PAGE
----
Internet & Home Networking FAQs

The following frequently asked questions (FAQs) have been collected from HP Support Experts to answer the most common network connection and troubleshooting questions.

What is a Network?

A network is simply two or more computers or devices that are connected to one another by wired or wireless communication technologies. Connecting to each other through a network allows the computers and devices to share information, files, and resources (such as an Internet connection).

What are WLAN and WWAN?

A WLAN is a wireless local area network (LAN) connection, whereas a WWAN is a broadband or wireless wide area network (WAN) connection. Most home networks use a WLAN connection. The WLAN network connection range and signal strength is limited to the signal strength of your Wireless router.

Wireless Wide Area Network (WWAN) is a wireless connection to a network that is achieved with the use of cellular technology. WWAN is different from a Wireless Local Area Network (WLAN) because it uses cellular services and different hardware. Generally, this hardware comes as a wireless card or USB device that is associated with a particular cellular service provider.

With WWAN, you can browse the Internet, check your e-mail, and connect to a Virtual Private Network (VPN) from anywhere within the regional boundaries of your cellular provider. Cellular providers offer WWAN service for a monthly fee.

For detailed troubleshooting of WWAN devices or connection issues, contact the service provider.

What is the best broadband or high-speed Internet solution?

"High speed" access to the Internet is also referred to as broadband Internet access. When you are selecting a high speed Internet service, there are a few factors to consider. The best broadband solution for you will depend upon things such as:

  • The cost of the service option.

  • The Internet-access services that are available in your area For example, DSL might not be available where you live.

  • What you use your computer for, such as playing games, watching videos, or for a home office.

  • Service requirements to buy new hardware or software to make your solution work.

Common broadband options include the following:

  • DSL (Digital Subscriber Line) - Internet access is delivered over the telephone line. DSL requires an Internet service provider (ISP) that can work with your phone service company.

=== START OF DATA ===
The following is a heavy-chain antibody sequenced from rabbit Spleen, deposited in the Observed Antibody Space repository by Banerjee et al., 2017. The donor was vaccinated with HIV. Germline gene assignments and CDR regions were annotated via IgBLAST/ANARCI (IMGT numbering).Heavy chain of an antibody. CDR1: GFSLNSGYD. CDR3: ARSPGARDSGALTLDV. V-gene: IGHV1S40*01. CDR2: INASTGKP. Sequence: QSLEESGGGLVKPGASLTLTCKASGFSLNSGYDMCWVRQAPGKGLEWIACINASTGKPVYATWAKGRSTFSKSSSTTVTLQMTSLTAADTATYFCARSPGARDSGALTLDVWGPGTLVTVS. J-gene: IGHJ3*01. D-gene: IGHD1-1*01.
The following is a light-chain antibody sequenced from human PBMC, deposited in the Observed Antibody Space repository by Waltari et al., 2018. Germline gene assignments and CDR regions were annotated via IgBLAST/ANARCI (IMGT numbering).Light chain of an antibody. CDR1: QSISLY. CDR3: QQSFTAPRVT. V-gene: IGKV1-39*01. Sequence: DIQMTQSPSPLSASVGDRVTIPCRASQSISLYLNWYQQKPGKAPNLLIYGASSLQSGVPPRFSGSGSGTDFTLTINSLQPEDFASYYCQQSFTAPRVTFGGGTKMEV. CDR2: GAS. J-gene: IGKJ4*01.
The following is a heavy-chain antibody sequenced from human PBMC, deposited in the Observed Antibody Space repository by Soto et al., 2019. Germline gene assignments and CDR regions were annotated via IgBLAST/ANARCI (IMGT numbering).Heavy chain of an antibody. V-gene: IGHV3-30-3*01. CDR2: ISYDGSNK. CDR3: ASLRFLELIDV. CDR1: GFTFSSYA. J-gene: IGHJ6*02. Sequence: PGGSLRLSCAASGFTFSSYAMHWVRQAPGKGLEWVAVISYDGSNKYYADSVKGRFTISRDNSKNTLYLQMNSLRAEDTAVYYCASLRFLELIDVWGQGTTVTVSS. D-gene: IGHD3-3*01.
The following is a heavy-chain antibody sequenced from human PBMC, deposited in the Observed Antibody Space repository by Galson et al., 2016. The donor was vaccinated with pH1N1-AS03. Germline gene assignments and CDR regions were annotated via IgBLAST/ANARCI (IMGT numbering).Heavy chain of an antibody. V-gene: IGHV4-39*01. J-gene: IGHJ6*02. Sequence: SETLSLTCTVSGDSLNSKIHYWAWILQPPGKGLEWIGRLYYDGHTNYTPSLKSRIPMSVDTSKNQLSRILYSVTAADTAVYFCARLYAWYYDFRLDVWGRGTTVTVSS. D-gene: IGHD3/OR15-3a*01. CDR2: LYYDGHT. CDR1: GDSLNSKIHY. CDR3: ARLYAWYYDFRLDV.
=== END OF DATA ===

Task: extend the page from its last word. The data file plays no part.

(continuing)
• Cable - Internet access is delivered through cable television wires. Generally, you subscribe to an Internet service provider through your cable provider, which is integrated into the cable television service.

  • Wireless (Wi-Fi) Internet service provider - This refers to Internet service built around wireless networking technology. Connecting to a Wi-Fi network is similar to using a cell phone. A Wi-Fi-enabled device can connect to the Internet when it is within range of a wireless network access point for your subscription service.

What does 802.x mean?

When you see a variation of the number “802.x” related to a wireless network, it typically refers to the speed and technology of that network. In order for network-service providers and hardware manufacturers to create systems that work together, they use standards. 802 refers to the family of wireless local-area network standards that define the speed of the network, the method that is used to connect to the network, the level of security, and the types of network hardware.

For example, 802.11n is faster than the previous version and operates at 2.4 GHz. Generally, the different versions of the 802 standard are compatible, but hardware that was built for previous standards is not able to utilize the new features of newer standards.

How do I make my Internet connection faster?

The best way to make your Internet connection faster is to upgrade the bandwidth from your service provider - for example, upgrading from a 2G service to a 4G service. However, it is possible that you are not getting the most out of your current bandwidth. Try the following additional tips:

  • For wireless networks, move your computer closer to the router to increase your signal strength.

  • Limit the number of devices on your network that can access the Internet.

  • Upgrade your computer's network hardware to match the highest speed rating that is available from the ISP modem or router.

How do I share media over a network?

To share information over a network, you need to enable Network discovery and file and printer sharing on each computer between which you want to share media. For steps on how to do this, see Set up a basic home network.

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